Day 5 : Skandamata
Skandamātā (स्कन्दमाता) is the fifth form of Hindu Goddess Durga. Literally meaning Mother of Skanda, her name comes from word, Skanda is another name for war god and her son Kartikeya and Mata is the term for mother. As one of the Navadurga, Her worship takes place on the fifth day of Navaratri(the nine divine nights of Navadurga).
Form of Devi :
Goddess Skandamata mounts on the ferocious lion. She carries baby Murugan in her lap. Lord Murugan is also known as Kartikeya and brother of Lord Ganesha. Goddess Skandamata is depicted with four hands. She carries lotus flowers in her upper two hands. She holds baby Murugan in one of her right hand and keeps the other right hand in Abhaya Mudra. She sits on lotus flower and because of that Skandamata is also known as Goddess Padmasana.
The complexion of Goddess Skandamata is Shubhra (शुभ्र) which describes her white complexion. Devotees who worship this form of Goddess Parvati get the benefit of worshipping Lord Kartikeya. This quality is possessed only by Skandamata form of Goddess Parvati.
Story of Devi Skandamata :
After Sati immolated herself, Shiva became detached from the worldly affairs and started practicing austere penance as an ascetic. At the same time, the gods (devas) were under an attack from demons (asuras) who were being led by Surapadman and Tarakasura.
They had a boon that only Shiva or his offspring could kill them. Fearing that Shiva may ever have an offspring, the gods rush to Lord Vishnu for help but Vishnu tells that the gods themselves are responsible for the situation. Had they not attended Daksha Prajapati’s Yagna without Lord Shiva, Sati would have ever immolated herself. He then tells them about Parvati, who is an incarnation of Adi Shakti and destined to be Shiva’s consort.
On behalf of gods, Rishi Narada approaches Parvati and tells her that if she observes extreme penance, she would get Lord Shiva as her consort, who was also her husband in the previous birth. After thousands of years of observing penance, Shiva relents and marries Parvati.
Shiva and Parvati’s energy combines and produces a fiery seed. Lord Agni is entrusted with carrying the seed safely to Saravana Lake till the radiance from the seed becomes Shiva’s offspring. The heat from the seed becomes unbearable even for Agni to hold and he hands over the seed to Ganga who safely carries it to the lake in forest Saravana. Goddess Parvati then took the form of the water body as she alone was capable of carrying the seed of her consort, Shiva. Later, six faced Kartikeya takes birth and is taken care of by six Krittikas (mothers). He thus gets the name Kartikeya. He grew up to be a handsome, intelligent and powerful youth and thus got his name Kumara (Youth in Sanskrit)
Kartikeya was to be taught by Brahma but on the first day he asked Brahma the meaning of Om. Brahma explained him the same question to Shiva who explained the meaning of Om in twelve crore versus.
As the commander-in-chief of the army of gods, he is blessed by all the gods and given special weapons for the was against Tarakasura and Surapadman. He, later, kills Tarakasura in a fiercely fought battle.
Spiritual Significant of Devi Skandamata by Gurudev Sri Sri Ravi Shankar
Skanda is another name for Lord Karthikeya who represents the coming together of Jnana Shakti (power of knowledge) and Kriya Shakti (power of righteous action). Skanda is the combination of these two. Skandamata is that form of the Divinity that brings practical wisdom and action together.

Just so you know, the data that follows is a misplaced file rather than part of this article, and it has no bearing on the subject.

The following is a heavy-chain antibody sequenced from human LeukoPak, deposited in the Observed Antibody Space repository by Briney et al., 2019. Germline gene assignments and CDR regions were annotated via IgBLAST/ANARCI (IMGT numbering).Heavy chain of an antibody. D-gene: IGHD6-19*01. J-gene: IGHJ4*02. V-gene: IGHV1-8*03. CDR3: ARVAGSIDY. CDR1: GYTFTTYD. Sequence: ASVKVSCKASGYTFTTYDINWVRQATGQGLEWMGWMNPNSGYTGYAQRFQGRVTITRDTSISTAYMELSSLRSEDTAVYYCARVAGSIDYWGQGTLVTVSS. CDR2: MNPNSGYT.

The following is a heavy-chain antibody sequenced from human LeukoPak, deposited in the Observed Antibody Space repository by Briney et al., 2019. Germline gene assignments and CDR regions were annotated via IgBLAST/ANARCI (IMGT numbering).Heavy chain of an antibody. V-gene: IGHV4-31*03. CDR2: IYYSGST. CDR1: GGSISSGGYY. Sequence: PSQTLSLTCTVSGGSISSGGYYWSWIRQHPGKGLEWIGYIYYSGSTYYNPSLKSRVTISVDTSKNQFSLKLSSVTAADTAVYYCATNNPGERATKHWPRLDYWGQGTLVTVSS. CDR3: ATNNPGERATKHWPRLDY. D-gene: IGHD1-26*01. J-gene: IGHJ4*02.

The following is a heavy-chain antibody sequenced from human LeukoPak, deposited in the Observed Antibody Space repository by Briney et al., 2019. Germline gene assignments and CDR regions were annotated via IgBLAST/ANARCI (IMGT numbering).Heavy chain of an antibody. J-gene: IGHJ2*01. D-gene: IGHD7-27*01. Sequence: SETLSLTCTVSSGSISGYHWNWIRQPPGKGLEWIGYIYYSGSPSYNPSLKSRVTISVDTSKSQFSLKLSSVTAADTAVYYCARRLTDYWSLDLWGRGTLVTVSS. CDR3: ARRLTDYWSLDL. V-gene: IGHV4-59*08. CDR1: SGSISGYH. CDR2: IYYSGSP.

The Shiva Tattva is the blissful principle, ever calm and disengaged from action. The Devi Tattva (Mother Divine) is the primordial energy responsible for action and activity in creation.
It is said that the Devi represents the confluence of Iccha Shakti (power of intention), Jnana Shakti (power of knowledge) and Kriya Shakti (power of righteous action). When the Shiva Tattva unites with these three powers, then what emerges is Skanda.
Skandamata represents the very origin of Jnana (knowledge) and Kriya (the principle of action or activity). It can be understood as Kriyatmak Jnana (knowledge in action or action driven by right knowledge).
Many times, we see that knowledge is there but it has no purpose, or it cannot be used in any action as such. But there is also knowledge which has a definite end or purpose (attained through action). In college, you study subjects like Physics and Chemistry in great detail, but you do not use it much in your daily life. When you study Medicine, then you use that knowledge every day. When you understand how to repair a television, then you can use that knowledge and skill to repair a TV when it is damaged. Or like when you learn how a motor works and how to repair it. This is more practical-oriented knowledge. Skanda signifies the coming together of knowledge and (righteous) action in our life. Skanda Tattva is thus an extension of the Devi Tattva (Mother Divine).
We often say that the Brahman is manifest everywhere and is omnipresent; but at present when you have a difficult situation to deal with in your life, then what do you do? What knowledge would you use then? In order to resolve the problem you need to act, you need to put knowledge into action. So when you take action that is guided by knowledge, it is the Skanda Tattva that manifests. And Goddess Durga is considered as the mother of the Skanda Tattva
Skandamata Mantra :
सिंहासनगता नित्यं पद्माञ्चित करद्वया।
शुभदास्तु सदा देवी स्कन्दमाता यशस्विनी॥
Meaning: Skandmata, who rides on Lion with Kartikeya, holds lotus in her two hands and Varmudra in one hand, be propitious to me.
Colour of the Day : Yellow